There's No 'AI' in Cory, But AI Is Everywhere Else

2023 will be the year artificial intelligence becomes enabled for everyday life.

I assume you’ve been reading about generative AI and the applications for things like ChatGPT, Open AI, Dall-e and more these last few weeks.  If not, then you really need to get out more.  AI is everywhere, and I think this year we will finally see these types of applications gain widespread adoption.  In fact, they are already doing so in ways that boggle your mind.

AI has been a topic of conversation for years.  For much of that time, the conversation was on how it could potentially threaten jobs and that could be bad for the workforce.  Or we made jokes about the “Terminator” movies.

Prior to the pandemic, there were AI applications creeping into the workforce in a number of ways.  I worked with a team that had created an application for an AI note-taking tool; we sold that company before the pandemic began.

Fast-forward through the pandemic to the very end of 2022, and we were seeing AI used to create artwork, or illustrate our faces in comical ways. Then comes 2023, in like an artificially intelligent lion. ChatGPT goes broad and shows every college kid how to write an essay on The Revitalization of European Art Post-Renaissance in four minutes, and with no typos.



All of a sudden, the jobs of every copywriter or screenwriter are immediately in jeopardy.  It’s only a matter of weeks before some Madison Avenue agency launches with a fully-AI-enabled services team or someone pitches Dreamworks with a movie entirely written by a bot.

Copywriting is only the tip of the iceberg.  I did some searches and found so many interesting tools that are AI-enabled, and now I’m even more fascinated with the endless opportunities.  Just spend a few minutes with and watch it create music through an algorithm, making it simple to craft and license music for ads, videos and more.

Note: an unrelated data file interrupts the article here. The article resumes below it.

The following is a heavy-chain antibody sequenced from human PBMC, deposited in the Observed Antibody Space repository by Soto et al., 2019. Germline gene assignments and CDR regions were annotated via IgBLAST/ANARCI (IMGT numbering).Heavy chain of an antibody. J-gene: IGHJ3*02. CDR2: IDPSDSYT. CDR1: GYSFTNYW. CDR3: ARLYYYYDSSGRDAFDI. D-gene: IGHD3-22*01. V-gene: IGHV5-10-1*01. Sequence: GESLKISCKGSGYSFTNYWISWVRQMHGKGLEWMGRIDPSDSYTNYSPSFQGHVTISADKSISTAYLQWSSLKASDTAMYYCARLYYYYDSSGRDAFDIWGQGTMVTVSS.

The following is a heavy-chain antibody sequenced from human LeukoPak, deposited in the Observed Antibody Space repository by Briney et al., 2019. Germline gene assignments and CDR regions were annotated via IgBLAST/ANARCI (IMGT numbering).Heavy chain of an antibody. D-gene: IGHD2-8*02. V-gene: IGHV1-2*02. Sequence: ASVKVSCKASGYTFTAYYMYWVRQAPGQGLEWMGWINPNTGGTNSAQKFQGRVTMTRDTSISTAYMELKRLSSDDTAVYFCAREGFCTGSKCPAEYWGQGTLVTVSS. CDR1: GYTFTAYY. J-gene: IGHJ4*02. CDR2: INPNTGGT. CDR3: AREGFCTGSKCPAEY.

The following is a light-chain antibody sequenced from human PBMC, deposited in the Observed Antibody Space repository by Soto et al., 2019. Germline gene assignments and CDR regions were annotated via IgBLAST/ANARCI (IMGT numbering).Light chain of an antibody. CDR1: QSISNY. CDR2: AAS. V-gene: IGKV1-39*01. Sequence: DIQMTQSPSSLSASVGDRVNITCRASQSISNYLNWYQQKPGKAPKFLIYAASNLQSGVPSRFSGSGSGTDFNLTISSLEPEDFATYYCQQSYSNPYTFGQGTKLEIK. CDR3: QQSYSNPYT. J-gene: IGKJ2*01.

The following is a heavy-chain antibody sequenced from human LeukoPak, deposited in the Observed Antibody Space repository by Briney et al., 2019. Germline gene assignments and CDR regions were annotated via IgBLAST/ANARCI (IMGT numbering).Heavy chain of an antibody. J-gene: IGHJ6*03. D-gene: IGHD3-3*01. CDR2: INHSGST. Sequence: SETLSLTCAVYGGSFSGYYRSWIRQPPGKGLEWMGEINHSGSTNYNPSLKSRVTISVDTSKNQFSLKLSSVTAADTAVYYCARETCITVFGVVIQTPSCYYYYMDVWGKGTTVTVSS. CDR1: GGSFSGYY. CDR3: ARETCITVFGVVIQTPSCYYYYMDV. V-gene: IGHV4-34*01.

These applications of AI are applicable for anyone, and they require no understanding of how it works. Look at the world today -- there are too many jobs and not enough people to fill them.  Unemployment is low, no matter how many tech layoffs there are.

Retraining to fit a need is a viable option right now, because there are lots of employers looking for people who know how to do what needs to be done. In the meantime, AI can fill those other roles. 

AI can be used in restaurants enable ordering and service to continue without wait staff.  It can be used to do notetaking, edit content, hire contractors, and do more in a workplace.

AI is here to help solve the day-to-day challenges that may not have employees to handle them anymore.  There will also be roles for people to leverage AI in the workforce, implementing and managing the system to perform these tasks.

Even more exciting, there will be roles to connect AI to problems that need solving.  This last space is one filled with promise.  For entrepreneurial people, playing matchmaker and orchestrating ways to stitch together AI to solve complex problems will have a massive outcome.

It starts with a whisper, but ends with a bang.

Please note -- none of this column was written by an AI.  There’s no AI in Cory.

1 comment about "There's No 'AI' in Cory, But AI Is Everywhere Else".
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  1. John Grono from GAP Research, January 12, 2023 at 6:30 p.m.

    Cory you raise many very salient examples of the unstoppable progress and adoption of AI.

    For example, "All of a sudden, the jobs of every copywriter or screenwriter are immediately in jeopardy."   Fair call.

    But being a forward thinker, and by using logic by extension (one of the bedrocks of AI), do you have any forecasts as to when AI will take the jobs of the programmers who are developing AI?

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